Spring Cleaning - Anatomy of a Dust Bunny

Ever wonder where those small-and-furries come from? Believe it or not, environmental scientists have been trying to pick apart this mystery for years. Turns out the average dust sample can contain anything from insect fecal matter and fungal spores to lawn chemicals and heavy metals—and most of it walks right in through the front door. It's enough to induce a sneezing fit in even the hardiest of humans.

Spores and Germs

Allergy- and asthma-aggravating mold spores thrive in dusty places that are also warm and humid. It's unclear how long cold and flu germs survive, but dead bacteria throw off endotoxins, another lung irritant.

Alphabet Soup

More than 100 toxins have been found in household dust: PAHs (car exhaust, tobacco, barbecue grills); PBDEs (fire retardants); phthalates (plasticizers); and phased-out but still extant PCBs, DDT, and 2,4-D (herbicide).

Natural and Industrial Poisons

They'll never entirely go away: We mean things like arsenic, a by-product of burning coal (and of volcanoes), and lead, an enduring legacy of leaded gas and paint. Toxins that linger in soil and dirt linger in dust, too.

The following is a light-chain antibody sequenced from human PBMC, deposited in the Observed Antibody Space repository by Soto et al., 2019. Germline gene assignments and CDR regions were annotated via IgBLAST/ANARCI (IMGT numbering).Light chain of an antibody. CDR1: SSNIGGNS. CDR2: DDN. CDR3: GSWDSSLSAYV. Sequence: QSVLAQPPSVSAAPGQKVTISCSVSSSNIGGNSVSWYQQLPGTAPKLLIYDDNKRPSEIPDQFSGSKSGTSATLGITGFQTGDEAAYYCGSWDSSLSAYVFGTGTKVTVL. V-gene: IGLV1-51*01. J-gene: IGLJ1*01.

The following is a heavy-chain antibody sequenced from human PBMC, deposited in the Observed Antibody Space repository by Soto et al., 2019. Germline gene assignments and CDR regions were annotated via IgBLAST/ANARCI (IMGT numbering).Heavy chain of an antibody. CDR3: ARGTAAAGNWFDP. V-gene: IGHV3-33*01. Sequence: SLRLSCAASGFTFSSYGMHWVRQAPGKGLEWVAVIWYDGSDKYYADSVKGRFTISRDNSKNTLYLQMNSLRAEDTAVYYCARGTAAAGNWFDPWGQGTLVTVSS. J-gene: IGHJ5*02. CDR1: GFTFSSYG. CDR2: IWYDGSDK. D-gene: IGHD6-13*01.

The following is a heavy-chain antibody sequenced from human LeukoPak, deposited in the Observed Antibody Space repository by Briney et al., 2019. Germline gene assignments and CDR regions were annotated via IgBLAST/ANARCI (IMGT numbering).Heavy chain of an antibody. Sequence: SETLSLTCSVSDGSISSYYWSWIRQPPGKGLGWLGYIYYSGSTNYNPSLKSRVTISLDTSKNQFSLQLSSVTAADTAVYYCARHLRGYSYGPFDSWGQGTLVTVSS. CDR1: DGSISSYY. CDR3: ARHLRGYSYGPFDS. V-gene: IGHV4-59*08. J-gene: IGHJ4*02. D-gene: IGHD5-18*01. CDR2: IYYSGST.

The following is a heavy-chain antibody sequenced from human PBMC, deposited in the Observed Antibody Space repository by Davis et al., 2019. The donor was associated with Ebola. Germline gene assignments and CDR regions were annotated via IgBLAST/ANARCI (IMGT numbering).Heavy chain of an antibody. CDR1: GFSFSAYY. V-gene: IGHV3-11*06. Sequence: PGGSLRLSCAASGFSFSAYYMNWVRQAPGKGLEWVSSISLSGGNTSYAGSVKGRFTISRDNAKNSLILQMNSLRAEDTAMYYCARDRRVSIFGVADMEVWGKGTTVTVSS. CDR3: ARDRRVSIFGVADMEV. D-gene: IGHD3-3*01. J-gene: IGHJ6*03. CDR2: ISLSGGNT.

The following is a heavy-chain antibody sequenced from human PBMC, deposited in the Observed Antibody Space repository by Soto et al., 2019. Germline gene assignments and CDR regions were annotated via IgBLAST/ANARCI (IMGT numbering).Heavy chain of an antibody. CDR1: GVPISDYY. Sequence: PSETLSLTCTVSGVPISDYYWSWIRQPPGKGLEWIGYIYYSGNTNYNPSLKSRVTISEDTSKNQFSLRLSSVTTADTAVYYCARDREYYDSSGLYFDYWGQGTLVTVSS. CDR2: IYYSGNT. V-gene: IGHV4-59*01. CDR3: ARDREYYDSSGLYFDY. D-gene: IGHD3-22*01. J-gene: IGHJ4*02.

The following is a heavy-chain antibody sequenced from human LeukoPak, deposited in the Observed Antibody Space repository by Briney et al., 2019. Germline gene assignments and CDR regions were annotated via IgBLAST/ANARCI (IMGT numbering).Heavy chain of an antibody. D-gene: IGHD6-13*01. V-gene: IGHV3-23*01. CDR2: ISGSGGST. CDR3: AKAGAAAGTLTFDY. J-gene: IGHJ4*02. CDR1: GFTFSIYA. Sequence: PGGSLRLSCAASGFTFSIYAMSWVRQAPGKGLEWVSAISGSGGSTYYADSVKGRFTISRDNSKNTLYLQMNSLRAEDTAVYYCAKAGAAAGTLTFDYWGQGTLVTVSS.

Insect Remains

Moth wings, cockroach legs, and rodent, pet, and dust-mite feces are all part of the world around us—maybe just 2 feet away. Ask anyone allergic to the castoffs from mites, which thrive in humid rooms and unaired beds.

Dander, Lint and Hair

Skin flakes, hair and pet fur, animal dander, carpet and fabric fibers, pollen, and even greasy food bits are united with all the other dust ingredients by static electricity and propelled—under the bed and elsewhere, of course—by air currents.

Heavy Metals

They're undeniably useful in manufacturing but potentially dangerous when inhaled—we're talking cadmium, copper, nickel, and lead. Toxic metals are found in higher concentrations in dust than in garden soil, according to the EPA. Mercury used in some light switches and thermostats may be to blame.